after forging
die
Transport to
forging die
Waiting time
before forging
die
Preforming and
ejection
Waiting time
and
transportation
Forging and
ejection
Transportation
and waiting
time in
upsetting press
Transport und
waiting time at
interstage
position
Cooling
Transport und
waiting time
preforming die
Derived process chain for FEM-model
Heating,
transport and
waiting time
© WZL/Fraunhofer IPT
Preforming and
ejection
Waiting time
and
transportation
Forging and
ejection
Cooling
Seite 17
Simulation of hammer forging process
Simulation of process chain…
… with rigid tool on a half section
© WZL/Fraunhofer IPT
… with rigid tool in complete view
Seite 18
Simulation of hammer forging process
Overview on the model structure
Material model
 Time discretization:
Forming: explicit
Heating, spring back, cooling: implicit
 Geometrical interpolation: Linear
 Element type: 3D
 Element shape: Hexahedra
 Thermally coupled
 Reduced integration
400
350
300
250
200
150
100
50
0
1200
[1]
[2]
[3]
[4]
0
Contact and boundary conditions
 Coulomb friction model: µ = 0.2
 Normal contact: no penetration
 Contact type: Surface-to-Surface,
thermally coupled
 BCs depend on the process step, e. g.
temperature at the interstage position
or forming velocity of forging punch
Tool: X40CrMoV5
Workpiece: 16MnCr5
Flow stress σ [MPa]
–
–
0.5
1
True strain φ [-]
Flow stress σ [MPa]
Element definition
[5]
[6]
[7]
[8]
1000
800
600
400
200
0
1.5
0
16MnCr5
0.5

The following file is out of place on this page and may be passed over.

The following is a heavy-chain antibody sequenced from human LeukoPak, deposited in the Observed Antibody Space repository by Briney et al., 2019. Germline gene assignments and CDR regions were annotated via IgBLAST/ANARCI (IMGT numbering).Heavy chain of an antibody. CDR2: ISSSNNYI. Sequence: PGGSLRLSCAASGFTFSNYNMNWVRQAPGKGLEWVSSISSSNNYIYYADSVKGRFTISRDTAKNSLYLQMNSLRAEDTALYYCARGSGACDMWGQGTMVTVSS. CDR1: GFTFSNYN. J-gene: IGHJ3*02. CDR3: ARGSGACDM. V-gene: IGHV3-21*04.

1
True strain φ [-]
1.5
X40CrMoV5
 Thermal conductivity λ
[W/m K]
43,39
 Specific heat capacity
cpm [kJ/kg K]
 Thermal expansion
coefficient αm
 E-modulus E [GPa]
< 30,25
474,14 < cpm < 685,71
11,04
[K−1]
 Density ρ [kg/m3]
<λ
< αm < 15,94
7821,8 < ρ
213,0
< 7373,0
< E < 46,5
22,95
<λ
< 25,77
428,40 < cpm < 715,72
10,08
< αm < 27,70
7755,6 < ρ
213,8
< 6982,0
< E < 50,7
Legend: [1]  = 500  −1 @ = 800° [2] [email protected] [3] [email protected] [4] [email protected] [5] [email protected] [6] [email protected] [7] [email protected] [8] [email protected] Source: Landolt-Börnstein DB
© WZL/Fraunhofer IPT
Seite 19
Simulation of hammer forging process
Reduction of the model to a two teeth concept
Heating,
transportation and
waiting
Forging blank
Preforming and
ejection
Preforming punch
Waiting time and
transportation
Forging blank
Forging and ejection
Forging punch / Mandrel
Cooling in air
Forging blank
Closing plate
3
2
1
Transportation and
waiting plates
Preforming plate
© WZL/Fraunhofer IPT
Transportation and
waiting plates
Ejector
Die
Forging plate
Seite 20
Simulation of hammer forging process
Model structure: heating and transportation
Data of the real process
Volumes of forging blanks
FE-model
Forging
blank
(16MnCr5)
Elastic,
implicit,
thermally
coupled
 Heating
–
ϑWSK = 1270 °C
 Waiting time in air
–
t1 = 8 s, ϑair = 30 °C, ϑcontact = 50 °C
 Transportation to upsetting press
–
t2 = 7 s, ϑair = 30 °C, ϑcontact = adiabat
t3 = 4 s, ϑair = 30 °C, ϑcontact = 120 °C
 Transportation to the interstage position
–
ϑair
t5 = 5,5 s, ϑair = 30 °C, ϑcontact = adiabat
 Waiting time at the interstage position
–
ΔV16MnCr5,Δt = 1250 = -5,21 %
VFT,kalt = 13 177 458,06 mm³
ΔVZunder = +0,5 %
VFT,kalt,korr = 13 243 345,35 mm³
–
–
dmax,Ofen = 210 mm
hESM = 382,36 mm
 Determination of the scale conditioned
AESM = 321 526,32 mm²
Dzowv = 0,205 mm
 Final geometry of the billet for the
t7 = 5,5 s, ϑair = 30 °C, ϑcontact = adiabat
t8 = 5 s, ϑair = 45 °C, ϑcontact = 170 °C
–
–
–
–
t6 = 2,5 s, ϑair = 30 °C, ϑcontact = 50 °C
 Waiting time before preforming die
–
 Consideration of thermal expansion
surficial material loss (zowv)
 Transportation to the main press
–
VFT,warm = 13 863 688,62 mm³
 Determination of the billet height (ESM)